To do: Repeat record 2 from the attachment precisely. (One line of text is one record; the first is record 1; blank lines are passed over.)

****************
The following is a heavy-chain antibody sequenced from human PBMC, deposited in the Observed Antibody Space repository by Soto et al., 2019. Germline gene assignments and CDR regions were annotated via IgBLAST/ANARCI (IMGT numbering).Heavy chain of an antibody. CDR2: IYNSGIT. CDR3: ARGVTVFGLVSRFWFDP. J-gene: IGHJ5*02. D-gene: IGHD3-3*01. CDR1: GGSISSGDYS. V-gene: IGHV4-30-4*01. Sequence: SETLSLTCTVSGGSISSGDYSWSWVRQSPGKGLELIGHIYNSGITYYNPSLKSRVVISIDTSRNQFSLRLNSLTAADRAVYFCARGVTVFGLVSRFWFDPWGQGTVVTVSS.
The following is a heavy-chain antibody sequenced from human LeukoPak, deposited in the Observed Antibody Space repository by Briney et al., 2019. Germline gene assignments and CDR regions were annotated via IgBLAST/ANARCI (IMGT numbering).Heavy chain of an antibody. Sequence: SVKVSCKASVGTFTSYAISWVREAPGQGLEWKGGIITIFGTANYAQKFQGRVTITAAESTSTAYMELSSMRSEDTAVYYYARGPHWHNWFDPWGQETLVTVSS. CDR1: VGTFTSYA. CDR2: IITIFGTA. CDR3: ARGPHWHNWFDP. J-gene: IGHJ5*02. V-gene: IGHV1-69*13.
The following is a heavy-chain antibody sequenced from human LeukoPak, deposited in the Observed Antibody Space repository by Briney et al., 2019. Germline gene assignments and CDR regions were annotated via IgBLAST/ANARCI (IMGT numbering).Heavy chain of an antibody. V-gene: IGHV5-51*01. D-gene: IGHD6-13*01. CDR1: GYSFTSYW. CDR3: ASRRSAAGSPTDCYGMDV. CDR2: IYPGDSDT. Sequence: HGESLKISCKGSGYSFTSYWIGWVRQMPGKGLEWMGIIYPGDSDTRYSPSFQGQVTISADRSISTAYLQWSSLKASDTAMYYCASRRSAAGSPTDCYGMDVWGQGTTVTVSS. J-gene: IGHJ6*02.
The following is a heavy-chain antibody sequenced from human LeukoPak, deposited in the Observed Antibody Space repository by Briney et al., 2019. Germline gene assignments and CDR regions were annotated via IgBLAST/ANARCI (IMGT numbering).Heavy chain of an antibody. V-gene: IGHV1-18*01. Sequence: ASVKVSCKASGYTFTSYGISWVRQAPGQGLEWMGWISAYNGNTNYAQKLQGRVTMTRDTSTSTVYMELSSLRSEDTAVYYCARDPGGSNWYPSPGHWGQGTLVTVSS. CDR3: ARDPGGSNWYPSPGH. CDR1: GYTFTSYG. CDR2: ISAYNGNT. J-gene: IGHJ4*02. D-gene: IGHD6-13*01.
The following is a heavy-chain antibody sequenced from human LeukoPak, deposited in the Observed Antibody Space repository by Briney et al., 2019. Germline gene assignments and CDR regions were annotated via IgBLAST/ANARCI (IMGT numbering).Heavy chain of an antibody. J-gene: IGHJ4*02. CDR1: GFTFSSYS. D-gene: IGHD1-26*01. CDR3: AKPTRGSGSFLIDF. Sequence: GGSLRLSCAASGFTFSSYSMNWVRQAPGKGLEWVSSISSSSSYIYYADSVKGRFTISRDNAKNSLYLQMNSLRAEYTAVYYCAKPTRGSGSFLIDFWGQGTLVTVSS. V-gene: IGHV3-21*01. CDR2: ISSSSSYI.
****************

The following is a heavy-chain antibody sequenced from human LeukoPak, deposited in the Observed Antibody Space repository by Briney et al., 2019. Germline gene assignments and CDR regions were annotated via IgBLAST/ANARCI (IMGT numbering).Heavy chain of an antibody. Sequence: SVKVSCKASVGTFTSYAISWVREAPGQGLEWKGGIITIFGTANYAQKFQGRVTITAAESTSTAYMELSSMRSEDTAVYYYARGPHWHNWFDPWGQETLVTVSS. CDR1: VGTFTSYA. CDR2: IITIFGTA. CDR3: ARGPHWHNWFDP. J-gene: IGHJ5*02. V-gene: IGHV1-69*13.